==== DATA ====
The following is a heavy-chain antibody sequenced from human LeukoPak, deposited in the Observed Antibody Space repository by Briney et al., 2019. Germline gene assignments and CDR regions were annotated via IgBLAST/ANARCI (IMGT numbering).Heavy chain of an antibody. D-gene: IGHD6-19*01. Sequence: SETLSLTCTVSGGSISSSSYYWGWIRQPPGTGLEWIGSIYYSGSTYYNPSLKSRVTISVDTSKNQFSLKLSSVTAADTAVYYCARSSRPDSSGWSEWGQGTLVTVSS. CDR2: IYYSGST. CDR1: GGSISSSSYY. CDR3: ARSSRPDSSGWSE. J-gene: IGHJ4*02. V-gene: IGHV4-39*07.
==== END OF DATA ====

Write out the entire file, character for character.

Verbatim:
The following is a heavy-chain antibody sequenced from human LeukoPak, deposited in the Observed Antibody Space repository by Briney et al., 2019. Germline gene assignments and CDR regions were annotated via IgBLAST/ANARCI (IMGT numbering).Heavy chain of an antibody. D-gene: IGHD6-19*01. Sequence: SETLSLTCTVSGGSISSSSYYWGWIRQPPGTGLEWIGSIYYSGSTYYNPSLKSRVTISVDTSKNQFSLKLSSVTAADTAVYYCARSSRPDSSGWSEWGQGTLVTVSS. CDR2: IYYSGST. CDR1: GGSISSSSYY. CDR3: ARSSRPDSSGWSE. J-gene: IGHJ4*02. V-gene: IGHV4-39*07.